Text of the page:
Buenos Aires (Reuters) – Worries about the potential for a U.S.-China trade war and frustration over U.S. President Donald Trump’s steel and aluminum tariffs threatened to dominate a gathering of finance leaders this week amid strengthening growth.
U.S. Treasury Secretary Steven Mnuchin, who arrives on Sunday in Buenos Aires ahead of a two-day meeting of the Group of 20 finance ministers, will be in a position of defending Trump’s trade plans against widespread criticism from G20 partners.
Time - Pleas - Exemptions - Steel - Aluminum
At the same time, he is likely to hear pleas for exemptions from the steel and aluminum tariffs, said Edwin Truman, a former Treasury and Federal Reserve international policy official now with the Peterson Institute for International Economics in Washington.
“He’s going to get an earful from them,” Truman said.
Mnuchin - Defense - Comments - Face - Truman
“Mnuchin is going to be playing defense in his comments and he’ll put the best face on it that he can,” Truman added.
The U.S. import tariffs of 25 percent on steel and 10 percent on aluminum, set to become effective on March 23, have raised alarms among trading partners that Trump is following through on his threats to dismantle the decades-old trading system based around World Trade Organization rules in favor of unilateral U.S. actions.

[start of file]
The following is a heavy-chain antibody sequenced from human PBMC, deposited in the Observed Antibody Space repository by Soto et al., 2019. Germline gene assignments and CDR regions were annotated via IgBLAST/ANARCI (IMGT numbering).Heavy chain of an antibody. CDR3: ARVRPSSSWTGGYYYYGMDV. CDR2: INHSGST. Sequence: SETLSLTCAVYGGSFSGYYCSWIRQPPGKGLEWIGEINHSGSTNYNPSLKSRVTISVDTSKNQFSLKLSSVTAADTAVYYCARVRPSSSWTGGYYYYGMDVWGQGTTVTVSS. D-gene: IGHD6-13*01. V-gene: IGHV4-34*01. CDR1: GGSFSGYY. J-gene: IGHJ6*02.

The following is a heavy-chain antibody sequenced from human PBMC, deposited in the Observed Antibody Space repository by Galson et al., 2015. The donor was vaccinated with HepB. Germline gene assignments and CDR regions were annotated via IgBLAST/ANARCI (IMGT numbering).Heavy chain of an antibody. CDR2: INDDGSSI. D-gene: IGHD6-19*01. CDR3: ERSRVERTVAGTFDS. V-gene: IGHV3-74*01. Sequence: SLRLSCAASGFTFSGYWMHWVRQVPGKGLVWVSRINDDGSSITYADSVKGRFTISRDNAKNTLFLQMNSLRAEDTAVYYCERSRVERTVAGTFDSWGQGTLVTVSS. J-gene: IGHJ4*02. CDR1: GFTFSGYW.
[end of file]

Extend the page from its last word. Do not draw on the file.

Tariffs - Investment - Restrictions - Consideration - Part
Potentially broader anti-China tariffs and investment restrictions under consideration as part of a U.S. intellectual property probe have raised concerns that retaliation could seriously diminish global trade and choke off the strongest global growth since the G20 was formed during the 2008 financial crisis.
Reuters reported last week that the Trump administration was considering punitive tariffs on some $60 billion worth of Chinese information technology, telecoms and consumer products annually.
G20 - Officials - Finance - Ministers - Host
Several G20 officials, including the finance ministers from host country Argentina and Germany, said they will insist on maintaining G20 communique language emphasizing “the crucial role of the rules-based international trading system.”
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